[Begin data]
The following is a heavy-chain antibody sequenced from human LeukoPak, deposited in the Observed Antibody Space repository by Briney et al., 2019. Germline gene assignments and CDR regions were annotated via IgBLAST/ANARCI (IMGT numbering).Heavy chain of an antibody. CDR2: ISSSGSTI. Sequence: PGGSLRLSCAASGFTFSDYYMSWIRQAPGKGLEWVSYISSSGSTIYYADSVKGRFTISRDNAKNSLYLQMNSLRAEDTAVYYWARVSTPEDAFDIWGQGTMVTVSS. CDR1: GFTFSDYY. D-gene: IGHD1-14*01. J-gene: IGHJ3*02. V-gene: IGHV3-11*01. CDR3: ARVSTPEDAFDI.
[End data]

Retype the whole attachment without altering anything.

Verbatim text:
The following is a heavy-chain antibody sequenced from human LeukoPak, deposited in the Observed Antibody Space repository by Briney et al., 2019. Germline gene assignments and CDR regions were annotated via IgBLAST/ANARCI (IMGT numbering).Heavy chain of an antibody. CDR2: ISSSGSTI. Sequence: PGGSLRLSCAASGFTFSDYYMSWIRQAPGKGLEWVSYISSSGSTIYYADSVKGRFTISRDNAKNSLYLQMNSLRAEDTAVYYWARVSTPEDAFDIWGQGTMVTVSS. CDR1: GFTFSDYY. D-gene: IGHD1-14*01. J-gene: IGHJ3*02. V-gene: IGHV3-11*01. CDR3: ARVSTPEDAFDI.